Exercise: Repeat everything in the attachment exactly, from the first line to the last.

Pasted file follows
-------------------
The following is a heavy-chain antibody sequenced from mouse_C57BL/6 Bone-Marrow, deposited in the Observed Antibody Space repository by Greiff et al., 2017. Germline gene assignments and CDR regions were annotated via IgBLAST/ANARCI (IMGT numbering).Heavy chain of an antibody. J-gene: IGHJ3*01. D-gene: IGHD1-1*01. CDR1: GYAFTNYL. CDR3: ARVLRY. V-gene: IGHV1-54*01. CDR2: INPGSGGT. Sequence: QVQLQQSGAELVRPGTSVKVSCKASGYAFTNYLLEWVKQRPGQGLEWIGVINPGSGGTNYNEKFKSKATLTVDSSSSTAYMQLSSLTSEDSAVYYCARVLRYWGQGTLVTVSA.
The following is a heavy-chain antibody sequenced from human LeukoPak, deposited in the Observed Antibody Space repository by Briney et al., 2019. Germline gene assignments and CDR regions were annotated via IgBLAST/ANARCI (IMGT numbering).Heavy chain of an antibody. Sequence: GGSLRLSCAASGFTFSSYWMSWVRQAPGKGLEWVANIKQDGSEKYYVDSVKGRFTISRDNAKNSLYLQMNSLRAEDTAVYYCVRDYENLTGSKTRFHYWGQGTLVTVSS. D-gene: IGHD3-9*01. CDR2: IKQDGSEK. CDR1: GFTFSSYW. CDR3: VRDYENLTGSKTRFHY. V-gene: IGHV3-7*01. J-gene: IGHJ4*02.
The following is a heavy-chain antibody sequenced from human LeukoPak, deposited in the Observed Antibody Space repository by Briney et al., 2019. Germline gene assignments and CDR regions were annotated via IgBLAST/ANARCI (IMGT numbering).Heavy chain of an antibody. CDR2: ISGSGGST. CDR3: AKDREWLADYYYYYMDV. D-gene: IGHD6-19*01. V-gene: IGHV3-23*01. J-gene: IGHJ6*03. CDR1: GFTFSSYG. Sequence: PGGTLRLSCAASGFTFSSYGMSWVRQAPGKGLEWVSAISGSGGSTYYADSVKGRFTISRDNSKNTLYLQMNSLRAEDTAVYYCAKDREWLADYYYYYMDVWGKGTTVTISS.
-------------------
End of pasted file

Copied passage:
The following is a heavy-chain antibody sequenced from mouse_C57BL/6 Bone-Marrow, deposited in the Observed Antibody Space repository by Greiff et al., 2017. Germline gene assignments and CDR regions were annotated via IgBLAST/ANARCI (IMGT numbering).Heavy chain of an antibody. J-gene: IGHJ3*01. D-gene: IGHD1-1*01. CDR1: GYAFTNYL. CDR3: ARVLRY. V-gene: IGHV1-54*01. CDR2: INPGSGGT. Sequence: QVQLQQSGAELVRPGTSVKVSCKASGYAFTNYLLEWVKQRPGQGLEWIGVINPGSGGTNYNEKFKSKATLTVDSSSSTAYMQLSSLTSEDSAVYYCARVLRYWGQGTLVTVSA.
The following is a heavy-chain antibody sequenced from human LeukoPak, deposited in the Observed Antibody Space repository by Briney et al., 2019. Germline gene assignments and CDR regions were annotated via IgBLAST/ANARCI (IMGT numbering).Heavy chain of an antibody. Sequence: GGSLRLSCAASGFTFSSYWMSWVRQAPGKGLEWVANIKQDGSEKYYVDSVKGRFTISRDNAKNSLYLQMNSLRAEDTAVYYCVRDYENLTGSKTRFHYWGQGTLVTVSS. D-gene: IGHD3-9*01. CDR2: IKQDGSEK. CDR1: GFTFSSYW. CDR3: VRDYENLTGSKTRFHY. V-gene: IGHV3-7*01. J-gene: IGHJ4*02.
The following is a heavy-chain antibody sequenced from human LeukoPak, deposited in the Observed Antibody Space repository by Briney et al., 2019. Germline gene assignments and CDR regions were annotated via IgBLAST/ANARCI (IMGT numbering).Heavy chain of an antibody. CDR2: ISGSGGST. CDR3: AKDREWLADYYYYYMDV. D-gene: IGHD6-19*01. V-gene: IGHV3-23*01. J-gene: IGHJ6*03. CDR1: GFTFSSYG. Sequence: PGGTLRLSCAASGFTFSSYGMSWVRQAPGKGLEWVSAISGSGGSTYYADSVKGRFTISRDNSKNTLYLQMNSLRAEDTAVYYCAKDREWLADYYYYYMDVWGKGTTVTISS.